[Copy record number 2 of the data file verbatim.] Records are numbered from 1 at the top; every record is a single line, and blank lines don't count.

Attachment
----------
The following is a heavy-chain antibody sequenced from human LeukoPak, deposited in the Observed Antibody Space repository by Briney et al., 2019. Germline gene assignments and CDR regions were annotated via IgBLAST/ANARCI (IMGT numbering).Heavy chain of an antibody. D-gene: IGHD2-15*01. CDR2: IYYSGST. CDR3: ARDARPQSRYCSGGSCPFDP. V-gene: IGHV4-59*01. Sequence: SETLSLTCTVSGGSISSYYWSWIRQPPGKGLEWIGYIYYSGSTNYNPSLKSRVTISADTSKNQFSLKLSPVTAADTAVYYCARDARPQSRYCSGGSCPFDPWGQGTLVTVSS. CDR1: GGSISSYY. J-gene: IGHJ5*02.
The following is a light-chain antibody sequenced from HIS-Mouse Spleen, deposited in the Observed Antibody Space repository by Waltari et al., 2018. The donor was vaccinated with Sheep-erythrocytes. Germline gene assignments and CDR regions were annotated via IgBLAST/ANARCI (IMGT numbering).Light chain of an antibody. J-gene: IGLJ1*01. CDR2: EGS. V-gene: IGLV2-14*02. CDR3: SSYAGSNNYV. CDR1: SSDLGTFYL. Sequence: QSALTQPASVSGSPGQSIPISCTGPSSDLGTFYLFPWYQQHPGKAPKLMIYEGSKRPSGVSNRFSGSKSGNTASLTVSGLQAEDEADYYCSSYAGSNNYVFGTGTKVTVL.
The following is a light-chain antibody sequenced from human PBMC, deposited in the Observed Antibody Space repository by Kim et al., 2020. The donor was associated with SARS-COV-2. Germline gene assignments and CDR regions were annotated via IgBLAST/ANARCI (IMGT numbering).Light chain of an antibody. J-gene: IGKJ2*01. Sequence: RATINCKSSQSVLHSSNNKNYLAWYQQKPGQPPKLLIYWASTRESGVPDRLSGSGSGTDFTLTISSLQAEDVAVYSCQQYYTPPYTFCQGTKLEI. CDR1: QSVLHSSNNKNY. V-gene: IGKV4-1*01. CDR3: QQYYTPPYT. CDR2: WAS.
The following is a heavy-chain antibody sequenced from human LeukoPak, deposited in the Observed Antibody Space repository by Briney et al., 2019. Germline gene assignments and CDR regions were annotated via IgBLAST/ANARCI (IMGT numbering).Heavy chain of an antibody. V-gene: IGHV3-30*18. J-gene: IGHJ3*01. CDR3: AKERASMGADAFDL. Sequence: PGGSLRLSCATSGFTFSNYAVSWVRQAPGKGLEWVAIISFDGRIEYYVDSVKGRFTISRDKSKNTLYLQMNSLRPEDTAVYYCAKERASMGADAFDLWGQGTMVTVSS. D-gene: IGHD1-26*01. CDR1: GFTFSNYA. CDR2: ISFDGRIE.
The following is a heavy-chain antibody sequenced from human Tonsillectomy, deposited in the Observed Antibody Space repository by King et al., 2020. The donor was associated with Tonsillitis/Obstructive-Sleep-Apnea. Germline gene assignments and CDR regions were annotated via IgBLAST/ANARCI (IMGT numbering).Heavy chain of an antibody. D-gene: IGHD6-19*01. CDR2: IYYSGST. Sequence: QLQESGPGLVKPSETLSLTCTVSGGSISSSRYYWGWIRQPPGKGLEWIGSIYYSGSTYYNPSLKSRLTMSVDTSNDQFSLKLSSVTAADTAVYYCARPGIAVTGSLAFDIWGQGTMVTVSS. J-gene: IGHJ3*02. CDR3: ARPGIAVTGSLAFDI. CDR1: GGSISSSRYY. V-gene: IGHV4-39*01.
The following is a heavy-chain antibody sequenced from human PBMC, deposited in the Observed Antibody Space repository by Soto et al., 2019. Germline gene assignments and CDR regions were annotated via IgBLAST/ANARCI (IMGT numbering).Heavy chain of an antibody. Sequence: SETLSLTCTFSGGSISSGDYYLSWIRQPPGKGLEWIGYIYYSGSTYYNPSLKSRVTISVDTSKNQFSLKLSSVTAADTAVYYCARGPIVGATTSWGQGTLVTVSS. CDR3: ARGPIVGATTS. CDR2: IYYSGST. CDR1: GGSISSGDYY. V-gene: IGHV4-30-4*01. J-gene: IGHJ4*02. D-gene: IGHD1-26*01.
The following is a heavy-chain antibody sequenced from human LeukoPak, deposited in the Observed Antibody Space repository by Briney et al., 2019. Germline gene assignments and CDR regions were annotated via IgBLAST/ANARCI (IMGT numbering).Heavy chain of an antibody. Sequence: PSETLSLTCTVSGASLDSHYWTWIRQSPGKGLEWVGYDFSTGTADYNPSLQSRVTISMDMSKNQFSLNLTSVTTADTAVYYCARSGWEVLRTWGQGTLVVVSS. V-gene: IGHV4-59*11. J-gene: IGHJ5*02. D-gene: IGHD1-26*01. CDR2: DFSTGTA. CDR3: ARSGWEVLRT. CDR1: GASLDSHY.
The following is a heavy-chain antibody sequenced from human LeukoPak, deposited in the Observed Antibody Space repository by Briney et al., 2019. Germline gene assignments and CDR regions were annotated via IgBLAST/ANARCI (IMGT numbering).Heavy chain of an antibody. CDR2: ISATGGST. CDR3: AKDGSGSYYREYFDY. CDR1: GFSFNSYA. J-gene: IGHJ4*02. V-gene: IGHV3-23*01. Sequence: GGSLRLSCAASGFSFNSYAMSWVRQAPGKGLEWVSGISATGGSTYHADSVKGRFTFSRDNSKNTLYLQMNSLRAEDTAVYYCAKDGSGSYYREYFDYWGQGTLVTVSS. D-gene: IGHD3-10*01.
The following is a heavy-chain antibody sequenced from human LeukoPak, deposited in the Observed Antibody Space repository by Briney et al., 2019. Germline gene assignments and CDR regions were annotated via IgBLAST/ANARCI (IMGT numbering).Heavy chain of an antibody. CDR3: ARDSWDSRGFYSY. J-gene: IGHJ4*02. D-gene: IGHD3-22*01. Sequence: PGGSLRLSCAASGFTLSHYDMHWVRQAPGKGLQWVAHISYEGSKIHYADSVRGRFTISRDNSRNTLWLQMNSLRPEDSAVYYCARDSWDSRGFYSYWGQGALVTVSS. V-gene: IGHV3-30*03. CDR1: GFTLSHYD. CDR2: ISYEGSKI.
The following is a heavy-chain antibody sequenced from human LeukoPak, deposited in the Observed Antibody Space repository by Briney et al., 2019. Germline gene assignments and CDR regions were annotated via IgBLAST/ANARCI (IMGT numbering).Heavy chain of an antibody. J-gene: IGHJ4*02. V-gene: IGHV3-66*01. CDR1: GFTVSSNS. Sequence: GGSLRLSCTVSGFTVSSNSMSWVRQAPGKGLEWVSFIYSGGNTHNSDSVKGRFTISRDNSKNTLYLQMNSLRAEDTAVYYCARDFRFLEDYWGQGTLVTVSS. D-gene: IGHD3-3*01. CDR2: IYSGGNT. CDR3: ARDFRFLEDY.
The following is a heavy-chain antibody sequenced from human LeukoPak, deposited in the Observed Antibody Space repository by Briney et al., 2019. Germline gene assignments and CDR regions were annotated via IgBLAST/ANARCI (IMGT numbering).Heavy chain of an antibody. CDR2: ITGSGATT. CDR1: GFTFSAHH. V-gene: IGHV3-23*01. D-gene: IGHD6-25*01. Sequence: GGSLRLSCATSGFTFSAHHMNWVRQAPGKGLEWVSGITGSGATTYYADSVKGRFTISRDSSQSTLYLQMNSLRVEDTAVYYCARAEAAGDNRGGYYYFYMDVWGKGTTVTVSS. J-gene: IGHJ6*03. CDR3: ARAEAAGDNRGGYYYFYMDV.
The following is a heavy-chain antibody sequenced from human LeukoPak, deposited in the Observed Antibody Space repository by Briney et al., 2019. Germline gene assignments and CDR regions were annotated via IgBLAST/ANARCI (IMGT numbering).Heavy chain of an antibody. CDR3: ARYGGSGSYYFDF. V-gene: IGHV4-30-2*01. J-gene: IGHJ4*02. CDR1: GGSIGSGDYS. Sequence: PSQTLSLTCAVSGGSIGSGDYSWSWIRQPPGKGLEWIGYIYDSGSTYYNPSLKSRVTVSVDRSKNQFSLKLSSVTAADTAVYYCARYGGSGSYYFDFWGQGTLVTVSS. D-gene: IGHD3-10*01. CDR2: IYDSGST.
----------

The following is a light-chain antibody sequenced from HIS-Mouse Spleen, deposited in the Observed Antibody Space repository by Waltari et al., 2018. The donor was vaccinated with Sheep-erythrocytes. Germline gene assignments and CDR regions were annotated via IgBLAST/ANARCI (IMGT numbering).Light chain of an antibody. J-gene: IGLJ1*01. CDR2: EGS. V-gene: IGLV2-14*02. CDR3: SSYAGSNNYV. CDR1: SSDLGTFYL. Sequence: QSALTQPASVSGSPGQSIPISCTGPSSDLGTFYLFPWYQQHPGKAPKLMIYEGSKRPSGVSNRFSGSKSGNTASLTVSGLQAEDEADYYCSSYAGSNNYVFGTGTKVTVL.